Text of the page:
Kotondo (1900 - 1976)

Morning Hair

Medium: Woodblock Print
Date: c. 1930
Size (H x W): 19 x 11.5 (inches)
Publisher: Ikeda
Seals: Square Kotondo seal and paper edition seal on reverse (Ikeda, Asanegami, 66th)
Edition: 66/100
Provenance: Garib Collection
Signature: Kotondo ga with rectangular seal Shi
Condition: Very good color and impression, light toning on margin, tape residue on reverse upper edge.



Planned in a limited edition of only 100 prints, Morning Hair is Kotondo's most famous design. However, the design was deemed too sexually suggestive under the "Peace Preservation Law" of 1928 - the blocks were destroyed and remaining prints were confiscated after only 70 impressions. The blocks for Morning Hair were carved by Kentaro Maeda and printed by Maejima.

About the artist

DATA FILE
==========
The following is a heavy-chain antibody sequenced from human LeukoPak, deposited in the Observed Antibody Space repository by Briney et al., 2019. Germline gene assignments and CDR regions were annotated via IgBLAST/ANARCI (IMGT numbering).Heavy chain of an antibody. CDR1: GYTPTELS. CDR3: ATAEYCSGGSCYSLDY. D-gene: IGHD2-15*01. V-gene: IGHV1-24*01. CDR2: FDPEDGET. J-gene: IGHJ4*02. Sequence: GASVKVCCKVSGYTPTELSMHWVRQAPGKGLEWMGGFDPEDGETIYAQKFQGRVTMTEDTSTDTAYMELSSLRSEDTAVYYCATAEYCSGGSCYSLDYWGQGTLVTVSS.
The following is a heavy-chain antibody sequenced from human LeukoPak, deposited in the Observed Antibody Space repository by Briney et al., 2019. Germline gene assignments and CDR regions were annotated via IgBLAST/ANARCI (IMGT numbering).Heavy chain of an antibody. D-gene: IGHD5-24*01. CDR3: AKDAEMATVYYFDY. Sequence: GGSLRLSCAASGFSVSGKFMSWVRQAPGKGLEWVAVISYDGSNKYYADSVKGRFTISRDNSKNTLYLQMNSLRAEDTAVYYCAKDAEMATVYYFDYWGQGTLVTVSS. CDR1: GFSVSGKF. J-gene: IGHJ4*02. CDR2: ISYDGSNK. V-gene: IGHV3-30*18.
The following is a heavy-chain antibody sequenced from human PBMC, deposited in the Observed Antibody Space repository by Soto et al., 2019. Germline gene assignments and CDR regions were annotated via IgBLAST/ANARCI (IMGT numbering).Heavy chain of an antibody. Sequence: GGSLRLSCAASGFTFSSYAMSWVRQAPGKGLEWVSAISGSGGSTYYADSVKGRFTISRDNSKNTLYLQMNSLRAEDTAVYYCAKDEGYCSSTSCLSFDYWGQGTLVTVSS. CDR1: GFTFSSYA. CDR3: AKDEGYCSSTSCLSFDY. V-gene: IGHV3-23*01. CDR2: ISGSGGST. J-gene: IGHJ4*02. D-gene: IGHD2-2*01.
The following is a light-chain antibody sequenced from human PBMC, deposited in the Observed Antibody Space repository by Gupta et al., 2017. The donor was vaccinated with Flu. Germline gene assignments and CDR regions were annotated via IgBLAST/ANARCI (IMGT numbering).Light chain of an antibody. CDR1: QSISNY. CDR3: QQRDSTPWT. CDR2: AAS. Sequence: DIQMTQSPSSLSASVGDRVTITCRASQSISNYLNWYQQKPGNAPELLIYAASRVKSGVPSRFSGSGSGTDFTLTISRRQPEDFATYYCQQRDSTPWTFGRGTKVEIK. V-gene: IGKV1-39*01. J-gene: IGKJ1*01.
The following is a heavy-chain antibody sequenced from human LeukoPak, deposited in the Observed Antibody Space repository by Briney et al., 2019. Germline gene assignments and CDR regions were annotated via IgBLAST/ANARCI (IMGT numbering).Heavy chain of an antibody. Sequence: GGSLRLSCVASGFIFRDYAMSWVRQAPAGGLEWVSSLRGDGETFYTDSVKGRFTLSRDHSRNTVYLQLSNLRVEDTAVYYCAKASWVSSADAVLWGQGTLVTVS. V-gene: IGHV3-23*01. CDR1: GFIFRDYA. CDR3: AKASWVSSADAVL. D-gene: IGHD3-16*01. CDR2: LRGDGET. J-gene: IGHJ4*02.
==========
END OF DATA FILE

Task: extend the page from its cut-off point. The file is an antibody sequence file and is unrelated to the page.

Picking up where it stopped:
Kotondo Torii was born as Akira Saito in the Nihonbashi district of Tokyo. He was adopted as the son of Kiyotada Torii, the seventh Torii master and head of the school from 1929 until 1951. Kotondo began his career in 1914 in yamato-e (Japanese court painting) under the tutelage of Tomone Kobori, before joining Shinsui Ito in the workshop of Kiyokata Kaburaki in 1918. Early in his career, Kotondo produced posters and other kabuki focused illustrations for Entertainment Illustrated magazine. He completed the majority of his woodblock prints between 1927 and 1933, working with several publishers including Sakai/Kawaguchi (Kyoto, 1920s) and Ikeda (Tokyo, 1930s). After his father’s death in 1941, Kotondo assumed the name Torii VIII (Kiyotada V). From 1966 to 1972, he lectured at Nihon University. Unlike his kabuki-focused Torii predecessors, Kotondo turned to the bijin-ga genre. In both his paintings and his woodblock prints, he portrayed beauties with a delicacy and intimacy. Over course of his career, he produced twenty-two bijin-ga designs. Six of these designs were issued in multiple color variations.